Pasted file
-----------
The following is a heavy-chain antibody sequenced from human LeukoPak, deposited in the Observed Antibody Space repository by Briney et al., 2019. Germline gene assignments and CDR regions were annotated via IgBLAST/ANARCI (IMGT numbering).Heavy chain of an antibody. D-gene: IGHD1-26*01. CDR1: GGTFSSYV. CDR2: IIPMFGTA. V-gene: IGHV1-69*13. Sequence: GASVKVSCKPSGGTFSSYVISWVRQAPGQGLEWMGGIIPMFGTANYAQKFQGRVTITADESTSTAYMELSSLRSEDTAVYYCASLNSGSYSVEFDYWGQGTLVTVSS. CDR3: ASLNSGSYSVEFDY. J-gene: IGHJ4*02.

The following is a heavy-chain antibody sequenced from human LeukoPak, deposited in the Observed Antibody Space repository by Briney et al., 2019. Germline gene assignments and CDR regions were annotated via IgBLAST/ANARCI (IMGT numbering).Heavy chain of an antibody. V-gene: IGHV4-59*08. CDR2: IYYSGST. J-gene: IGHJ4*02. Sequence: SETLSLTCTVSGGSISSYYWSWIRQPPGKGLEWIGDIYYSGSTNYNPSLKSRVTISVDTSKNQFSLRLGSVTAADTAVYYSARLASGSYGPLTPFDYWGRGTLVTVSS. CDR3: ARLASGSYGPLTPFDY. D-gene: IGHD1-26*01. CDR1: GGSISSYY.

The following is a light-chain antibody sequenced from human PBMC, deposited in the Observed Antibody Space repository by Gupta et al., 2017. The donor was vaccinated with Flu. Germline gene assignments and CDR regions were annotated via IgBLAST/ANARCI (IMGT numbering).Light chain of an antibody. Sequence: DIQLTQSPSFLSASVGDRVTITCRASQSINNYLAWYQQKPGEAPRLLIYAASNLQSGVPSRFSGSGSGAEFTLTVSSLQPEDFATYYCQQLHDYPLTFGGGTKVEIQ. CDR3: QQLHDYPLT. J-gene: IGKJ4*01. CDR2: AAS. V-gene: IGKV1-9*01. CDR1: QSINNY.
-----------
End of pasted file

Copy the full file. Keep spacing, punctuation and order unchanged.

The following is a heavy-chain antibody sequenced from human LeukoPak, deposited in the Observed Antibody Space repository by Briney et al., 2019. Germline gene assignments and CDR regions were annotated via IgBLAST/ANARCI (IMGT numbering).Heavy chain of an antibody. D-gene: IGHD1-26*01. CDR1: GGTFSSYV. CDR2: IIPMFGTA. V-gene: IGHV1-69*13. Sequence: GASVKVSCKPSGGTFSSYVISWVRQAPGQGLEWMGGIIPMFGTANYAQKFQGRVTITADESTSTAYMELSSLRSEDTAVYYCASLNSGSYSVEFDYWGQGTLVTVSS. CDR3: ASLNSGSYSVEFDY. J-gene: IGHJ4*02.

The following is a heavy-chain antibody sequenced from human LeukoPak, deposited in the Observed Antibody Space repository by Briney et al., 2019. Germline gene assignments and CDR regions were annotated via IgBLAST/ANARCI (IMGT numbering).Heavy chain of an antibody. V-gene: IGHV4-59*08. CDR2: IYYSGST. J-gene: IGHJ4*02. Sequence: SETLSLTCTVSGGSISSYYWSWIRQPPGKGLEWIGDIYYSGSTNYNPSLKSRVTISVDTSKNQFSLRLGSVTAADTAVYYSARLASGSYGPLTPFDYWGRGTLVTVSS. CDR3: ARLASGSYGPLTPFDY. D-gene: IGHD1-26*01. CDR1: GGSISSYY.

The following is a light-chain antibody sequenced from human PBMC, deposited in the Observed Antibody Space repository by Gupta et al., 2017. The donor was vaccinated with Flu. Germline gene assignments and CDR regions were annotated via IgBLAST/ANARCI (IMGT numbering).Light chain of an antibody. Sequence: DIQLTQSPSFLSASVGDRVTITCRASQSINNYLAWYQQKPGEAPRLLIYAASNLQSGVPSRFSGSGSGAEFTLTVSSLQPEDFATYYCQQLHDYPLTFGGGTKVEIQ. CDR3: QQLHDYPLT. J-gene: IGKJ4*01. CDR2: AAS. V-gene: IGKV1-9*01. CDR1: QSINNY.